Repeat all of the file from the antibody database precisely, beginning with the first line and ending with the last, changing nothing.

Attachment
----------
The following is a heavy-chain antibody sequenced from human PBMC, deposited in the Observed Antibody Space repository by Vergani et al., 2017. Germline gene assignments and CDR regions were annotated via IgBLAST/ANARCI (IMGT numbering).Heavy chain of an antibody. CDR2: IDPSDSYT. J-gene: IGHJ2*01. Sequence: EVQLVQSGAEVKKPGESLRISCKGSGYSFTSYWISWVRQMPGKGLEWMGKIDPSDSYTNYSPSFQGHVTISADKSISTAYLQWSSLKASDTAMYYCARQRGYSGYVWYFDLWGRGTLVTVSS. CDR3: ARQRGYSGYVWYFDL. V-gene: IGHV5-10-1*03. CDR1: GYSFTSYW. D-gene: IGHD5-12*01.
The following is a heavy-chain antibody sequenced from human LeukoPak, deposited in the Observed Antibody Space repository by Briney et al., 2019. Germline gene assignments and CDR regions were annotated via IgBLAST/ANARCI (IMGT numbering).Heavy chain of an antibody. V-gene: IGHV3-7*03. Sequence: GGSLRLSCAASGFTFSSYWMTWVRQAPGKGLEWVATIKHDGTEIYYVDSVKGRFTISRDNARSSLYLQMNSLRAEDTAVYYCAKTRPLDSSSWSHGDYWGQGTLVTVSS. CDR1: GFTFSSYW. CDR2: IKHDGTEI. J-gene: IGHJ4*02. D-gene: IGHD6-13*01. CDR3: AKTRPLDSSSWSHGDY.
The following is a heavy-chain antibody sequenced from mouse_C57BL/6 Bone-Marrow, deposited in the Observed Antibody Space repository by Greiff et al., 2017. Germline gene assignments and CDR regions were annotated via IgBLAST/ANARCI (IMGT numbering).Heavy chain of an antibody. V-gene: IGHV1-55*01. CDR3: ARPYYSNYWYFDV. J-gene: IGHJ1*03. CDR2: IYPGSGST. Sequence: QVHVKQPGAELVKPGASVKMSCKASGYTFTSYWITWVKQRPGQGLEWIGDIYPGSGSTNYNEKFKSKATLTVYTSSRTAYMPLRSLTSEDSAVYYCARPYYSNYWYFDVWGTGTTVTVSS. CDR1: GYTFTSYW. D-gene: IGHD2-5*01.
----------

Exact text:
The following is a heavy-chain antibody sequenced from human PBMC, deposited in the Observed Antibody Space repository by Vergani et al., 2017. Germline gene assignments and CDR regions were annotated via IgBLAST/ANARCI (IMGT numbering).Heavy chain of an antibody. CDR2: IDPSDSYT. J-gene: IGHJ2*01. Sequence: EVQLVQSGAEVKKPGESLRISCKGSGYSFTSYWISWVRQMPGKGLEWMGKIDPSDSYTNYSPSFQGHVTISADKSISTAYLQWSSLKASDTAMYYCARQRGYSGYVWYFDLWGRGTLVTVSS. CDR3: ARQRGYSGYVWYFDL. V-gene: IGHV5-10-1*03. CDR1: GYSFTSYW. D-gene: IGHD5-12*01.
The following is a heavy-chain antibody sequenced from human LeukoPak, deposited in the Observed Antibody Space repository by Briney et al., 2019. Germline gene assignments and CDR regions were annotated via IgBLAST/ANARCI (IMGT numbering).Heavy chain of an antibody. V-gene: IGHV3-7*03. Sequence: GGSLRLSCAASGFTFSSYWMTWVRQAPGKGLEWVATIKHDGTEIYYVDSVKGRFTISRDNARSSLYLQMNSLRAEDTAVYYCAKTRPLDSSSWSHGDYWGQGTLVTVSS. CDR1: GFTFSSYW. CDR2: IKHDGTEI. J-gene: IGHJ4*02. D-gene: IGHD6-13*01. CDR3: AKTRPLDSSSWSHGDY.
The following is a heavy-chain antibody sequenced from mouse_C57BL/6 Bone-Marrow, deposited in the Observed Antibody Space repository by Greiff et al., 2017. Germline gene assignments and CDR regions were annotated via IgBLAST/ANARCI (IMGT numbering).Heavy chain of an antibody. V-gene: IGHV1-55*01. CDR3: ARPYYSNYWYFDV. J-gene: IGHJ1*03. CDR2: IYPGSGST. Sequence: QVHVKQPGAELVKPGASVKMSCKASGYTFTSYWITWVKQRPGQGLEWIGDIYPGSGSTNYNEKFKSKATLTVYTSSRTAYMPLRSLTSEDSAVYYCARPYYSNYWYFDVWGTGTTVTVSS. CDR1: GYTFTSYW. D-gene: IGHD2-5*01.